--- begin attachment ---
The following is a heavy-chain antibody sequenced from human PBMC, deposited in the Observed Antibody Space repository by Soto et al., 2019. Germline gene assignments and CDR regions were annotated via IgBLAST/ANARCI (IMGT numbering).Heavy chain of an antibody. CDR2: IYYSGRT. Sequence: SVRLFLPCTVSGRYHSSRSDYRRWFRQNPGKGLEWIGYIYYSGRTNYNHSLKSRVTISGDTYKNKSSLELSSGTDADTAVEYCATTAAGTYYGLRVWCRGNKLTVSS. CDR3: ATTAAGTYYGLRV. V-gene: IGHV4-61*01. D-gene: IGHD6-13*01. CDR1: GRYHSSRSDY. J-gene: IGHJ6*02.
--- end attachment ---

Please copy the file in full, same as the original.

The following is a heavy-chain antibody sequenced from human PBMC, deposited in the Observed Antibody Space repository by Soto et al., 2019. Germline gene assignments and CDR regions were annotated via IgBLAST/ANARCI (IMGT numbering).Heavy chain of an antibody. CDR2: IYYSGRT. Sequence: SVRLFLPCTVSGRYHSSRSDYRRWFRQNPGKGLEWIGYIYYSGRTNYNHSLKSRVTISGDTYKNKSSLELSSGTDADTAVEYCATTAAGTYYGLRVWCRGNKLTVSS. CDR3: ATTAAGTYYGLRV. V-gene: IGHV4-61*01. D-gene: IGHD6-13*01. CDR1: GRYHSSRSDY. J-gene: IGHJ6*02.